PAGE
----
27 September 2010

Detecting Dangerous Bacteria without Loss of Time

Brussels, 27.09.2010. Bacteria are everywhere - in the air, on our food and skin. In the air of operating rooms or in food processing however, the presence of a single bacterial cell can be dangerous. To avoid damage or high costs it is crucial to identify these pathogens quickly, but conventional detection methods currently need up to three days for identification.

Scientists from the EU-network Photonics4Life have now developed a rapid on-site monitor, which can accurately characterize a single bacterium within a second. Right now the device is capable of detecting bacteria in the air and hence is perfectly suited for the use in clean rooms for pharmaceutical production. In the next step the researches will adapt their system for the use in clinics, as every year about 40,000 patients die from Sepsis in Germany alone. Also up to three of 100 patients get infected during their hospital stay in the western world. “To apply the most effective antibiotic the physician quickly needs to know which type of bacteria caused the infection of the patient”, says Prof. Jürgen Popp, coordinator of the network Photonics4Life.

The basis for the real-time monitoring his network offers is Raman spectroscopy. It detects and identifies bacteria without a precultivation and in contrast to existing methods like microbiology or genetic testing is sensitive enough to detect single microbes. This is because the back-scattered laser light of the probe, called the Raman spectrum, inherits information about its biomolecular components. These can be interpreted as an optical fingerprint of this very bacterial species. An implemented database of Raman spectra allows the identification of the particle through its spectrum.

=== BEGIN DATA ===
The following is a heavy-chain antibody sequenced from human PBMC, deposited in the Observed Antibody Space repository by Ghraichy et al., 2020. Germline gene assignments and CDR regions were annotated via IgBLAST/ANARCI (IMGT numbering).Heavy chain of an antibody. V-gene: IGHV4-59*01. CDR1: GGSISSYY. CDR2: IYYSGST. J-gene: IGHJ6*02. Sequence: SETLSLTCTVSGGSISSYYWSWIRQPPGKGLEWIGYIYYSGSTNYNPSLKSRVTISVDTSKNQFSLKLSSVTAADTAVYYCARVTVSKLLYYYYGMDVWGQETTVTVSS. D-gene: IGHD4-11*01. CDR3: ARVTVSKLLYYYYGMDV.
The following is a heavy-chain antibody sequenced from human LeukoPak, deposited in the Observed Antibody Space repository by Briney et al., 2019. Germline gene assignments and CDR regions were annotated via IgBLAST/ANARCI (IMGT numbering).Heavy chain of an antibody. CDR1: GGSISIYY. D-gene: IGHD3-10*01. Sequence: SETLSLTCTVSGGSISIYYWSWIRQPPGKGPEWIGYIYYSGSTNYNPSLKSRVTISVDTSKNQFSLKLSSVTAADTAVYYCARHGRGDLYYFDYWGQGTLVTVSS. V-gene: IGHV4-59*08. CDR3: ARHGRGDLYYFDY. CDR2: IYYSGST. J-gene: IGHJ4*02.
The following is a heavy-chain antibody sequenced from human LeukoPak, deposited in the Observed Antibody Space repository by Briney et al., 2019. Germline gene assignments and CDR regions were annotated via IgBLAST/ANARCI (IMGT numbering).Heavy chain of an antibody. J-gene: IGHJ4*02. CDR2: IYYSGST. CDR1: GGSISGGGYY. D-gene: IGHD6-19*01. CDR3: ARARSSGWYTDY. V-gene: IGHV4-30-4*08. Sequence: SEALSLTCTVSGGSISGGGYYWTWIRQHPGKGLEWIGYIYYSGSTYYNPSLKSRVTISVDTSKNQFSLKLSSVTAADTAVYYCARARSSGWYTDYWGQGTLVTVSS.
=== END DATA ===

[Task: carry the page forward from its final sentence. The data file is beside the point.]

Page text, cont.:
In cooperation with doctors and other companies the scientists from the network will build up this database over the next years containing the characteristics of hospital bacteria. “We also plan to integrate molecular biological analysis to determine both the possible resistance of bacteria to antibiotics and the body's response to the pathogens closely”, explains Prof. Michael Bauer from the University Hospital Jena. The anesthesiologist is one of the doctors involved in the project. Once finished, the system could be used in routine health monitoring and substantially fasten the detection of life-threatening bacteria and even fungi and yeasts in blood and other body fluids.

Photonics4Life (P4L) is the European Network of Excellence for Biophotonics, a discipline where optical technologies are used to detect diseases earlier, to understand their causes and to provide targeted treatments. In the network top-of-the-line research institutes have joined forces to establish a European platform on Biophotonics for both academia and industry. Their major goal is to initiate a paradigm shift in research by putting the emphasis on the needs of biologists, physicians and patients and to strengthen local, national, and European research and communication activities between technical developers and medical users. Photonics4Life is funded by the European Commission within the 7th Framework Programme. More information about the network can be found under http://www.photonics4life.eu.

Other involved companies and research institutes:
• R-Biopharm AG, Darmstadt
• rap.ID GmbH, Berlin
• QIAGEN GmbH, Hilden
• University Hospital Dresden

Public Presentation
The on-site monitor for the detection of bacteria in air will be on display under the name Bioparticle Explorer on the Information Technology Fair ICT at the Brussels Expo from September 27 to 29. There involved scientists will also explain the manifold advantages for its adapted use in clinics.

Round Robin Experiment

Raman spectroscopy has already proved its effectiveness in many cases for medical diagnostics such as for cancer, cardiovascular diseases and infections. However, there are no standards in the different working groups, e.g. for sample preparation, implementation of the Raman experiments, spectra pre-treatment, data evaluation, etc.In a round robin experiment, the required groundwork will take place in order to define standardised Raman measurement methods, which will be fundamental for establishing Raman spectroscopy for clinical diagnostic procedures.

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